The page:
Audi AG (NSU) gave China’s chauffeur-driven bureaucrats and businessmen the legroom they wanted by stretching its flagship sedans. Now the German automaker is betting there’s also demand for small luxury cars.
The Volkswagen AG (VOW) unit will begin producing two versions of its A3 compact this year at its new factory in Foshan, China, with the first cars reaching dealerships in the first half of 2014, according to Audi China President Dietmar Voggenreiter. By manufacturing the A3 locally, Audi can reach Chinese consumers with a smaller budget by offering a cheaper model than Bayerische Motoren Werke AG and Daimler AG’s Mercedes-Benz.
“With the compact cars, we bring new customers to the brand and hopefully we can keep them over their lifetime,” Voggenreiter said in an interview in Shanghai last week. “In the long run we will see higher growth rates in the premium market and one factor will be especially the compact segment.”
So far, consumers appear to agree. Audi will show the A3 at the Guangzhou Auto Show this week, targeting the market for premium compacts that IHS Automotive forecasts will expand by 50 percent next year, five times the pace of mid-market brands. China will overtake the U.S. to become the top market for luxury vehicles by 2016, according to McKinsey & Co.
“Step-by-step, you’d want to capture all of the premium customer segments, that’s why they’re going into smaller models and niches,” said Andreas Graef, a Shanghai-based consultant at A.T. Kearney, which advises automakers in China. “There’s still a significant portion of people that want to go premium and they might not only want big premium cars.”
The move to go small follows Audi’s local production of sport utility vehicles in 2010 and introduction of sports cars like the TT and R8. The Ingolstadt, Germany-based automaker is expanding its lineup of products to appeal to Chinese buyers seeking options beyond the standard business sedan as the market matures and growth rate slows.
SUVs made up 36 percent of the premium vehicle market in China, compared with 38 percent in the U.S. and 24 percent in Western Europe, according to Audi.
Audi’s sales growth in China, including Hong Kong, has slowed to 20 percent in the first 10 months of this year. That compares with the 31 percent growth in the same period last year and 32 percent in 2011, according to data from the company.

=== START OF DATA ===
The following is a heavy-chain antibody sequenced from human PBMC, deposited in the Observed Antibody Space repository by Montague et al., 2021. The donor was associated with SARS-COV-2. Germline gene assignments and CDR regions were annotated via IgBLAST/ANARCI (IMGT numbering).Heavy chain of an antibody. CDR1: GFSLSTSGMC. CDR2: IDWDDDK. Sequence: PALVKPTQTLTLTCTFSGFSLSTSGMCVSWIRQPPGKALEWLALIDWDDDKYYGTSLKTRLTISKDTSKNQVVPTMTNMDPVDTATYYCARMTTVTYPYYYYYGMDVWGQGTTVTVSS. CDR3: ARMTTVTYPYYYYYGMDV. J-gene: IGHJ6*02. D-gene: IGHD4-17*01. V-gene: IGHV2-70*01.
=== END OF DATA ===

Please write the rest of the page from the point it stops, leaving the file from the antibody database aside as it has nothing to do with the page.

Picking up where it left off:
To be sure, Audi runs the risk of diluting its brand by going into smaller cars in China, said Janet Lewis, a Hong Kong-based analyst at Macquarie Group Ltd.
“If they lose their ability to be viewed as a luxury carmaker, and people back off from the brand in China, then obviously they would’ve made the wrong decision,” Lewis said. “But it’s very early in this market, so I wouldn’t be saying a company has made the right strategy or the wrong strategy because they’ve decided to go down market.”
The China-made A3 would cost less -- Audi hasn’t announced the price -- than the 255,000 yuan ($42,000) imported model because of the exemption of a 25 percent customs duty. By comparison, BMW’s locally produced 3-series and Mercedes-Benz’s C-class sedans start from 283,000 yuan and 315,000 yuan, respectively. Mass-market models such as the Buick Regal, Ford Mondeo and Toyota Camry start from about 180,000 yuan, according to prices on the companies’ websites.
BMW declined to comment on its plans for local production of compact cars, while Mercedes-Benz didn’t respond to e-mailed questions.
Audi’s target customers for the A3 are younger middle-class consumers who want to own a smaller premium vehicle, owners of mass-market brands looking to upgrade to a luxury marque, and families in the market for a second car, Voggenreiter said. He declined to give a sales target for the model.
“Everybody thought a premium car must be a big car, but when the market gets more experienced and mature, the customer knows for different purposes, you have different cars,” said Voggenreiter, who predicts the automaker will probably outpace the industry in sales next year. “You also have two bags, you have an expensive shopping bag and one for the opera.”
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